By Daniel Ross, 10x Guest Writer
There’s an old joke that companies often post job descriptions with the following requirements: “We’re looking for an employee between the ages of 22-26 with 30 years of experience.”
If you need experience before your first job, how on earth are you supposed to get it? It’s an interesting conundrum. Rest assured, if you have a marketable skill, you can be a freelancer.
Today’s world is full of freelancers, and they’re all doing different kinds of work. There is a thriving market for freelancers and several useful platforms on which they can find work. So while there might be an abundance of job opportunities for freelancers today, there’s also more competition for those jobs.
If you are particularly good at what you do (like our 10xers), there’s no reason you shouldn’t be successful.
Here are four basic necessities you should understand when you’re thinking of starting out as a freelancer:
Define your skills
If you have a skill, there is someone out there who can use it. You might be a personal assistant, a desktop publisher, a graphic designer, or a talented writer… whatever your skill, there is a business out there looking for it, so you just need to find a way to get yourself in front of them. When you have a selection of potentially useful skills, you can do a little research to see if anyone is looking for those skills.
Browse through the job postings on different sites and see if anyone is looking for your skillset. If there’s nothing that matches on one day, try again the next day – different roles come up all the time.
Showcase your work
Most clients will ask you to provide examples of previous work. Some will ask you to do a test piece of some kind. If you don’t have any previous work available, you can offer to create a test piece for their analysis. Another option is to provide some free work to an organization with a good following. For example, a writer may offer a piece to an online magazine for no fee. If it is accepted and published, the writer then has a piece to refer future clients to.
Ideally, you’ll have your own website – this gives you an online presence, and the ability to showcase your work. It looks professional and indicates that you’re dedicated to what you do. A website doesn’t have to cost a lot. You can build a simple one on Squarespace, WordPress or Wix, for example.
Once you start doing work for your new clients, it will either be showcased publicly by your client (which is ideal) or on your own website. You can also get ratings and reviews on your freelancer profile, which will then make it easier for you to attract new clients.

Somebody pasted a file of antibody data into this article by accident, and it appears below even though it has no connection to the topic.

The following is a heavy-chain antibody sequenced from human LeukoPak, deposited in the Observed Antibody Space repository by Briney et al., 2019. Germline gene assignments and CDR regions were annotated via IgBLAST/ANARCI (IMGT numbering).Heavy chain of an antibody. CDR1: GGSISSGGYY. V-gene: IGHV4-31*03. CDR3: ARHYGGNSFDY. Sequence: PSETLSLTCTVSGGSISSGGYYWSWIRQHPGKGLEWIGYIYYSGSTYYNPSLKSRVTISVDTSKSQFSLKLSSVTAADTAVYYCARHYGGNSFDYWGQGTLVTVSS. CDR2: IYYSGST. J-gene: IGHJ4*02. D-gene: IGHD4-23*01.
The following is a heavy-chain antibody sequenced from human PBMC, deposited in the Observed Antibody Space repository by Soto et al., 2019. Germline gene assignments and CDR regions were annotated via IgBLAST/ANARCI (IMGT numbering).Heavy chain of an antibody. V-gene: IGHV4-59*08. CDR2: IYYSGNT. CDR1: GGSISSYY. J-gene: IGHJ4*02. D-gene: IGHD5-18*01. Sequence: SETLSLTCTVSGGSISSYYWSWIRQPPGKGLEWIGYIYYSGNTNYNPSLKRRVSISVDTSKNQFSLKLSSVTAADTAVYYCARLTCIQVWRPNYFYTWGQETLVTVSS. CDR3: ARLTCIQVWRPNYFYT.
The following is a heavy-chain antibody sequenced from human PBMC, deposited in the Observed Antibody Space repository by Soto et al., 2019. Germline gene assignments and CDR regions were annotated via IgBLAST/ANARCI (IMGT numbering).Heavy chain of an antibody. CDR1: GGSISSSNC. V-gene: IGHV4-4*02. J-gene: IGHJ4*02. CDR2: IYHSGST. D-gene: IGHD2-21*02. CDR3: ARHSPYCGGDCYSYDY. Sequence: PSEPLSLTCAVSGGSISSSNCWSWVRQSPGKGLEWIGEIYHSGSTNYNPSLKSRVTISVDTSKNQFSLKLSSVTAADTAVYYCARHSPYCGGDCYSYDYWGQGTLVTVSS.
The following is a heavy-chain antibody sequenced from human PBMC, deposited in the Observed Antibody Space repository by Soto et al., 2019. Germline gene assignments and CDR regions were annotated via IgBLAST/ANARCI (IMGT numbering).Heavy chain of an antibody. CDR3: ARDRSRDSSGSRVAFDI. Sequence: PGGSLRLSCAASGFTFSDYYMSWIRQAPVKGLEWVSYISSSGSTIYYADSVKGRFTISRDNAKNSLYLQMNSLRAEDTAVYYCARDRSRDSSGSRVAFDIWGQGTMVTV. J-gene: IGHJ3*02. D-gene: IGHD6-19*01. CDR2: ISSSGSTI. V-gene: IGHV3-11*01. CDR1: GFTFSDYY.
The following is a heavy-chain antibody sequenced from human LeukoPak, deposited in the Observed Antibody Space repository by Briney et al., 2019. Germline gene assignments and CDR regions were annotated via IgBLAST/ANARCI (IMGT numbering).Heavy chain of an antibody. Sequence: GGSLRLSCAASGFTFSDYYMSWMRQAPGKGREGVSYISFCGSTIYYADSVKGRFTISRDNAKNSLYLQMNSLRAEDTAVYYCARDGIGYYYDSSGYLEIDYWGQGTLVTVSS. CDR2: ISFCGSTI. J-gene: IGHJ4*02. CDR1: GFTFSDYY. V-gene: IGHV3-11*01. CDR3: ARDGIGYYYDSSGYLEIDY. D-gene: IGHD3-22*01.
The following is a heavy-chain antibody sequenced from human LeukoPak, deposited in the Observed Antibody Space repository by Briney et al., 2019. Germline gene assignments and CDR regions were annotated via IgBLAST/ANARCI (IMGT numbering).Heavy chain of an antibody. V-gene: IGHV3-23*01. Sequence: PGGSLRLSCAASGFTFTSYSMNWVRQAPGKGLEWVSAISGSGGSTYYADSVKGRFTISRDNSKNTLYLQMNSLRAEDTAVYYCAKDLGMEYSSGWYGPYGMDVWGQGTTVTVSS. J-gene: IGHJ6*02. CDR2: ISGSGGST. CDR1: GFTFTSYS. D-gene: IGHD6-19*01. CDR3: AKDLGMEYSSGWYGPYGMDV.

Once you have some examples in your portfolio, you are ready to start marketing yourself. Social media is a good avenue for promotion. There are potential clients everywhere, so make sure you have a LinkedIn account and a professional Facebook page for your services. Contact prospective clients to highlight your services, but try not to come across as desperate!
If you’re serious about attracting clients long-term, it’s smart to have a good personal brand. Not every successful freelancer does this, but it definitely helps many to get work. Designers of any kind should certainly have a brand. After all, they may be involved in helping others to create their own.
Ask your friends, family and other contacts if they know of anyone who needs your services. Word of mouth is one of the best marketing methods around. Lastly, if you can specialize in any way, this will be more attractive to clients than generic services would be. Market yourself with USPs (unique selling points) where possible, so that people can see what makes you different to your competitors.
Don’t give up!
Becoming a successful freelancer isn’t something that happens overnight for most people. It might take you a year or more to build up the kind of reputation that consistently attracts new clients to your door.
Until the time comes when clients start approaching you, you’re going to need to pitch regularly. Obviously the more clients you pitch, the higher the chances you have of getting a job. The momentum isn’t likely to gather until you’ve got at least five jobs under your belt – maybe more. Keep this in mind and keep your eye on the long-term goal: freelancing freedom!
When you’ve done a great job, ensure your clients leave a shining review or a testimonial for your site. That way, you’ll have something solid with which to backup your work examples. When past clients publicly comment on your skills, other clients will have more faith in you, which naturally speeds up the process.
As you get the hang of freelance work, you’ll be able to polish your presence, skills and reputation so that you can pick and choose your clients.
For now, taking note of these four freelancing necessities should be enough to get you started on the path to that shiny career you’ve been dreaming of.
Author Bio: Daniel Ross is part of the marketing team at Roubler — a scheduling and payroll software platform founded in Australia. Their mission is to change the way the world manages its workforces.
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